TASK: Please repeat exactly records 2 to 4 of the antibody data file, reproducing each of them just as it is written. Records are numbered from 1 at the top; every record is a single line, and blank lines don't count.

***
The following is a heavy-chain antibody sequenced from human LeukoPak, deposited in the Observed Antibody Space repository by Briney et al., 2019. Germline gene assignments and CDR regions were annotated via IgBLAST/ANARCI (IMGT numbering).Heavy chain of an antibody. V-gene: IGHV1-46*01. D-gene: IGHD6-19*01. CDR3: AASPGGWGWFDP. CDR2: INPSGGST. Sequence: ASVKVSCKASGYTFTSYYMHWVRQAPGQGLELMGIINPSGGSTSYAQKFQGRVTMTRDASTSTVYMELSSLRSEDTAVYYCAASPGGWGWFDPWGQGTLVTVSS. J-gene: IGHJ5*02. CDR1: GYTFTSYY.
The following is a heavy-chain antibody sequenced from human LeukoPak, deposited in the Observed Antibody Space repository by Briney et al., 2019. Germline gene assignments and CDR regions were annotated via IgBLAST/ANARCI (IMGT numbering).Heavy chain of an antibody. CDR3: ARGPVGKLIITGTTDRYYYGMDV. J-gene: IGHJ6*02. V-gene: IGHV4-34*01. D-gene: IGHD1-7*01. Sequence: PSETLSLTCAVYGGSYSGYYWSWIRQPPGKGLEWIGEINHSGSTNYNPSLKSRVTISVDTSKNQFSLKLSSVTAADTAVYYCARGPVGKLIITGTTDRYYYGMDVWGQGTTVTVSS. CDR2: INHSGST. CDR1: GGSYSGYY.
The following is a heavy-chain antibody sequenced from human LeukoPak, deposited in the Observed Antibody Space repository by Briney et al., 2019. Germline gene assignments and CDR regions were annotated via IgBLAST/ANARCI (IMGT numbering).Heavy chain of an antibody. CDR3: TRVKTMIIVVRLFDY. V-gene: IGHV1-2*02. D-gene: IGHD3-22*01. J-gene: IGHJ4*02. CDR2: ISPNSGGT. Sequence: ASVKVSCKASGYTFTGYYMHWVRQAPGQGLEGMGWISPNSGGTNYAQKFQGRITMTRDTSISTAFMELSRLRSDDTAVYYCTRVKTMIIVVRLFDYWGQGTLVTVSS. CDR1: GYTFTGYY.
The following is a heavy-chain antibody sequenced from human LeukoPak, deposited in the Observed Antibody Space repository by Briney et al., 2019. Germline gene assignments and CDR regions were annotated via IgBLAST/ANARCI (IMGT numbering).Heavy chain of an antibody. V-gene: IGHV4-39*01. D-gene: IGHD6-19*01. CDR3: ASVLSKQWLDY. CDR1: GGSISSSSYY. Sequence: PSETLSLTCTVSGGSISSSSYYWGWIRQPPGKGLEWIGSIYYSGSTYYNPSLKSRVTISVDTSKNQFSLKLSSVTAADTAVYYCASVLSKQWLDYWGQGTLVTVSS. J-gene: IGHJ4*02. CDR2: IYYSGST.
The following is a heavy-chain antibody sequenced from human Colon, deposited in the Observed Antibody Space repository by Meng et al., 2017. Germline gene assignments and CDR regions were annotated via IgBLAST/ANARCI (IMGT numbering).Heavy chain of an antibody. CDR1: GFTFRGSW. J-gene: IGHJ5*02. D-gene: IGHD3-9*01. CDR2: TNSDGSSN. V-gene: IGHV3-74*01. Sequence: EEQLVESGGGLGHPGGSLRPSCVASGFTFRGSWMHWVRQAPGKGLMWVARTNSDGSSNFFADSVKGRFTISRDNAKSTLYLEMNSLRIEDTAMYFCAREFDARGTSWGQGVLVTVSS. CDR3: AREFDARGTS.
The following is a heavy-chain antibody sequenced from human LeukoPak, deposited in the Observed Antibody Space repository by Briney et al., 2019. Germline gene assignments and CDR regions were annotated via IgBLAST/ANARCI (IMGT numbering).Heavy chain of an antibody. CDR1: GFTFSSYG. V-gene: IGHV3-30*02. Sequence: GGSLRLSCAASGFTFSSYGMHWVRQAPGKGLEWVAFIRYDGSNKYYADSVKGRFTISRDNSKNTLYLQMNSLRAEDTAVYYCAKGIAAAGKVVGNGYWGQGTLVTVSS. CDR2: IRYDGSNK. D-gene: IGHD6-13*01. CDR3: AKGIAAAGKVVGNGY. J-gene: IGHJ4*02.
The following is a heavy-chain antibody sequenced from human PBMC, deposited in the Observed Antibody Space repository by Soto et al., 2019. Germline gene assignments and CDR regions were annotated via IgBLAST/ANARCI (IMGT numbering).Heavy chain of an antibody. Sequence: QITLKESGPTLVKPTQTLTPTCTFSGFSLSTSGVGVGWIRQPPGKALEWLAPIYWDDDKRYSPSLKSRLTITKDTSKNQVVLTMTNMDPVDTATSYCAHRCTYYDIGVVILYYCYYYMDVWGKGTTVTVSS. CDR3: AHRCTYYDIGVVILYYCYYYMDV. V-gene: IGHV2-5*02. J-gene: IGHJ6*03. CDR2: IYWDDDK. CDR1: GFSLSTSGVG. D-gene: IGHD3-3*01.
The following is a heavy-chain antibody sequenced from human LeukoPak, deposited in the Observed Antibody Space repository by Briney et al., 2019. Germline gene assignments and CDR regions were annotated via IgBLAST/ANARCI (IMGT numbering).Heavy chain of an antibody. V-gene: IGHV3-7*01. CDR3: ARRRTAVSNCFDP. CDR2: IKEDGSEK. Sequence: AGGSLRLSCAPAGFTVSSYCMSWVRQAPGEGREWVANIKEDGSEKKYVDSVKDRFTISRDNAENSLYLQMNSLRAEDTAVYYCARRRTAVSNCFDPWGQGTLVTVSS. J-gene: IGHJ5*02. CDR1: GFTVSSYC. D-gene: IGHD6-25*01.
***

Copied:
The following is a heavy-chain antibody sequenced from human LeukoPak, deposited in the Observed Antibody Space repository by Briney et al., 2019. Germline gene assignments and CDR regions were annotated via IgBLAST/ANARCI (IMGT numbering).Heavy chain of an antibody. CDR3: ARGPVGKLIITGTTDRYYYGMDV. J-gene: IGHJ6*02. V-gene: IGHV4-34*01. D-gene: IGHD1-7*01. Sequence: PSETLSLTCAVYGGSYSGYYWSWIRQPPGKGLEWIGEINHSGSTNYNPSLKSRVTISVDTSKNQFSLKLSSVTAADTAVYYCARGPVGKLIITGTTDRYYYGMDVWGQGTTVTVSS. CDR2: INHSGST. CDR1: GGSYSGYY.
The following is a heavy-chain antibody sequenced from human LeukoPak, deposited in the Observed Antibody Space repository by Briney et al., 2019. Germline gene assignments and CDR regions were annotated via IgBLAST/ANARCI (IMGT numbering).Heavy chain of an antibody. CDR3: TRVKTMIIVVRLFDY. V-gene: IGHV1-2*02. D-gene: IGHD3-22*01. J-gene: IGHJ4*02. CDR2: ISPNSGGT. Sequence: ASVKVSCKASGYTFTGYYMHWVRQAPGQGLEGMGWISPNSGGTNYAQKFQGRITMTRDTSISTAFMELSRLRSDDTAVYYCTRVKTMIIVVRLFDYWGQGTLVTVSS. CDR1: GYTFTGYY.
The following is a heavy-chain antibody sequenced from human LeukoPak, deposited in the Observed Antibody Space repository by Briney et al., 2019. Germline gene assignments and CDR regions were annotated via IgBLAST/ANARCI (IMGT numbering).Heavy chain of an antibody. V-gene: IGHV4-39*01. D-gene: IGHD6-19*01. CDR3: ASVLSKQWLDY. CDR1: GGSISSSSYY. Sequence: PSETLSLTCTVSGGSISSSSYYWGWIRQPPGKGLEWIGSIYYSGSTYYNPSLKSRVTISVDTSKNQFSLKLSSVTAADTAVYYCASVLSKQWLDYWGQGTLVTVSS. J-gene: IGHJ4*02. CDR2: IYYSGST.